There was another significant addition, [to the creative personnel] this time in the cast. Shortly after filming began it was decided that actor Stuart Townsend had been miscast in the role of Aragorn. While mutually agreed, the timing of the decision to recast could scarcely have been worse: Stuart had been preparing with the rest of the Fellowship actors and filming was due to begin on the scenes in which the Hobbits first encounter Aragorn (as Strider) at the Prancing Pony in Bree.
Executive Producer Mark Ordesky takes up the story: "I was in London when I got the call from Peter... We had five days in which to find and cast the right person, make the deal and get him on a plane for New Zealand-for fifteen months! That is an inherently dramatic situation."
For Mark, there was only one contender for the role of Aragorn-Viggo Mortensen: "My wife had seen Viggo in Crimson Tide and pushed me and harangued me to track him down and meet with him. Viggo doesn't 'do lunch' with Hollywood 'suits,' but eventually I got to meet with him and afterward told Peter that I was passionate about finding an opportunity to work with Viggo."
A year later that opportunity arose, but it took brinkmanship to win the day: "We got a script to Viggo and his reaction was to say no! It took three more days to convince him. At the eleventh hour, Viggo Mortensen arrived in Wellington, joined the already bonded cast and stepped into filming almost as enexpectedly as his character, the mysterious and unknown Strider, appears in the story. Peter likes to say that 'fate intervened,' but he doesn't realize that fate was given a helping hand a year before when Viggo reluctantly 'did lunch' with an unknown 'suit!'"
The Making of the Movie Trilogy
Victoria Burrows, the casting director on The Lord of the Rings trilogy, can be thanked for rescuing Mortensen from the limited category of "leading lady's hunk." Burrows told BSW, "I've been involved with Viggo's career a few times, but he was just special from Day One. We did [the 1997 Fox TV movie] Vanishing Point together. I brought Viggo Mortensen [to Lord of the Rings]. That was a story in itself, since he was a replacement and because he and Peter couldn't meet the first time. When Peter realized that he needed to make a change, I pushed forward on Viggo, and his manager, who's a very dear friend, helped maneuver it into position because of the time."
by Jamie Painter Young
5 January 2004
When Mr. Jackson telephoned Mr. Mortensen, whose work he admired, the conversation did not seem to go well.
"Knowing Viggo now, his conversation was incredibly Viggo-like, but at the time it was incredibly off-putting," Mr. Jackson said. "He was asking about the character: how long has he lived with the elves? Where are his parents? If I didn't know the answer, I'd make it up. There would be this terrible long silence, and I didn't know if the phone had disconnected or not, and then he'd ask another question and there would be 30 more seconds of silence."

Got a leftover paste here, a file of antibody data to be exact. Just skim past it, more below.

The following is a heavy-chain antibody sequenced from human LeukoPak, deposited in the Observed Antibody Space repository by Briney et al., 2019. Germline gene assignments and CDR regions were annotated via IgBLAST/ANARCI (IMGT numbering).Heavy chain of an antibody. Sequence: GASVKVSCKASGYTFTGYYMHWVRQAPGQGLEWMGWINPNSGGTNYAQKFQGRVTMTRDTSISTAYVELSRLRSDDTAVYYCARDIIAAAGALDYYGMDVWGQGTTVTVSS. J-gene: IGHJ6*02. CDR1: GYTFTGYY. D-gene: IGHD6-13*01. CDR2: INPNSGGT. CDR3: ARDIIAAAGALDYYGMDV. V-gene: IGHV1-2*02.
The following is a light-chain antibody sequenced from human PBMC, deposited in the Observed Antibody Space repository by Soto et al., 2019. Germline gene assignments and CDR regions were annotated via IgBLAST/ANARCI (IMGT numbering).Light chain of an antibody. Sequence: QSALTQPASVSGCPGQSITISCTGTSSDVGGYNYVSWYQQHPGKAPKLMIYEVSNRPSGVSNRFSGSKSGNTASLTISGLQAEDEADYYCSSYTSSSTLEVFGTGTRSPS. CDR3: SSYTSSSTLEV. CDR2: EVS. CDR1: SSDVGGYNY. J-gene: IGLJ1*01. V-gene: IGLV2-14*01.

"At the very end of the call, I thought it had gone very badly, that he wasn't going to do the role," Mr. Jackson continued. "I was thinking, `What are we going to do now?' as I was waiting for the call to end, and then there was another long silence and Viggo said, `I guess I'll see you on Tuesday.' "
Peter Jackson on offering him the part of Aragorn
The Man Who Would Just As Soon Not Be King
By Sarah Lyall
New York Times, 2003
Basically, I got a call: "Do you want to go to New Zealand for fourteen months to film The Lord of the Rings?" Just, you know, this famous epic trilogy! And my first reaction was "No!" Obviously I'd heard of Tolkien and The Lord of the Rings, but I hadn't read the book, and I certainly hadn't read the script; I usually like to have a lot more time to prepare for a major role; and I really didn't want to be away from my family for that long. I have to say, it didn't sound like a very wise move to me at all!
My son said I was crazy and that I had to do it, even if I was going to be gone a long time. So there I am on the plane for New Zealand, reading that enormous, telephone directory-sized book and then the scripts, and a couple of days later I'm filming. I continued to feel unprepared, but at least I didn't have much time to get nervous, which was probably good!
Official Movie Guide
"I guess in the end I did it because I would feel that I had been chicken shit really. I had to leave the next day, so I'm on the plane reading, looking at this gigantic book and thinking, 'What the hell have I done?"
The Man Who Would Be King
by Nick Dent
Black & White magazine 2001